“There are several provisions that will help new hires and those who may be early in their careers,” says Telesko. “SECURE 2.0 will allow employers to automatically enroll new employees in 403(b) or 401(k) savings plans at a minimum rate of 3%. Thereafter, the rate would increase by 1% each year, up to a maximum of 10%. Workers always have the option to cancel, but the structure could help many workers prioritize retirement without having to take any action. Automatic enrollment in 401(k)s and other long-term savings plans has been shown to increase the amount people save for retirement. The TIAA Institute did a study that singled out the South Dakota government. It found that many of the state employees did not participate in supplemental retirement plans. Total participation was less than 3%. But after the state introduced automatic enrollment, that number skyrocketed. Today, if you look at the newly hired employees, more than 90% participate.
SECURE 2.0 also took a common impediment to saving for retirement and rephrased it to induce a savings opportunity.
“The other big game changer is that paying off student loans will actually help people save for retirement,” says Telesko. “Qualified student loan payments will now be eligible for your employer matching contributions in your retirement plans. Those matching contributions are typically 3% to 5% of your salary. So let’s say you make $55,000 a year and use 3% of that to pay off student loans. That’s $1,650 for the loans and another $1,650 from their employers for retirement savings.”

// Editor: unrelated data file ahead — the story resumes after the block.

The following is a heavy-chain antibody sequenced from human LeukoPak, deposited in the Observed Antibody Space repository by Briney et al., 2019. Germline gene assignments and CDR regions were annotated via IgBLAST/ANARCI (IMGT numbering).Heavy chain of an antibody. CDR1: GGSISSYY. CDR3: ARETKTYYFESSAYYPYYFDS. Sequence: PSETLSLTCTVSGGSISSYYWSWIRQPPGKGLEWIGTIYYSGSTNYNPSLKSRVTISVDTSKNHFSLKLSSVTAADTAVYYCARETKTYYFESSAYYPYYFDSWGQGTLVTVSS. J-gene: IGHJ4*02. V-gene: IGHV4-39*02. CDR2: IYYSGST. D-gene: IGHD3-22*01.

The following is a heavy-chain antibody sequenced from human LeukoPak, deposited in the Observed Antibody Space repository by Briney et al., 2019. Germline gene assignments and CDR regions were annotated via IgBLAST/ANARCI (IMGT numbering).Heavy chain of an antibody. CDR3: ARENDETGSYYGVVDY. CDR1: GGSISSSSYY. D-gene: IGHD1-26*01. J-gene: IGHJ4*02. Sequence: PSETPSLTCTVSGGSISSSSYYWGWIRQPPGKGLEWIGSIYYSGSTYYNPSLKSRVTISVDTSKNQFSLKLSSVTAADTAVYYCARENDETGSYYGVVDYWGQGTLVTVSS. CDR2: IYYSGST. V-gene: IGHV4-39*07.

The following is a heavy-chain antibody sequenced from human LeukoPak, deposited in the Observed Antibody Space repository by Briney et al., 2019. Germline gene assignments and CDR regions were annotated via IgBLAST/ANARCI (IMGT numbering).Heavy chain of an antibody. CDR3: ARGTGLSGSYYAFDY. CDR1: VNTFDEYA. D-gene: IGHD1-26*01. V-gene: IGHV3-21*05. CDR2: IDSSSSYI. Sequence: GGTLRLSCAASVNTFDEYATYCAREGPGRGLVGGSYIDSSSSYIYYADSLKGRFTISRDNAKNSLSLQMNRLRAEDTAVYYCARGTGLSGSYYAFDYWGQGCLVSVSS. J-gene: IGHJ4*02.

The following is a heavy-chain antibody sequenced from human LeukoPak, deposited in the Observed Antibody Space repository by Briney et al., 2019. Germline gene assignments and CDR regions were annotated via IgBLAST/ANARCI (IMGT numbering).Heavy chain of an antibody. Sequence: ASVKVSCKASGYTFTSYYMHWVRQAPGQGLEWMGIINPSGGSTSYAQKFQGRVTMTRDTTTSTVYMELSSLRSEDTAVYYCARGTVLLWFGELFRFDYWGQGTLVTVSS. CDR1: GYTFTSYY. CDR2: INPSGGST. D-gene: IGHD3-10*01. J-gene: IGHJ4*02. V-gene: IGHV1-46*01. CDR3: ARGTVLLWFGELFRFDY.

The law also removes another obstacle to saving.
How SECURE 2.0 gives you access to emergency funds right now
Saving for retirement secures your money for the long term. That makes it more difficult and expensive to access your money, even in an urgent situation.
“Facing an unexpected expense can be damaging both financially and personally,” says Eric Levy, executive vice president at Corebridge Financial in Houston. “Some don’t have the resources to pay for a financial emergency and then have to make difficult decisions to find a way to cover an unexpected expense.”
For this reason, people are reluctant to save for retirement.
SECURE 2.0 removes this reason.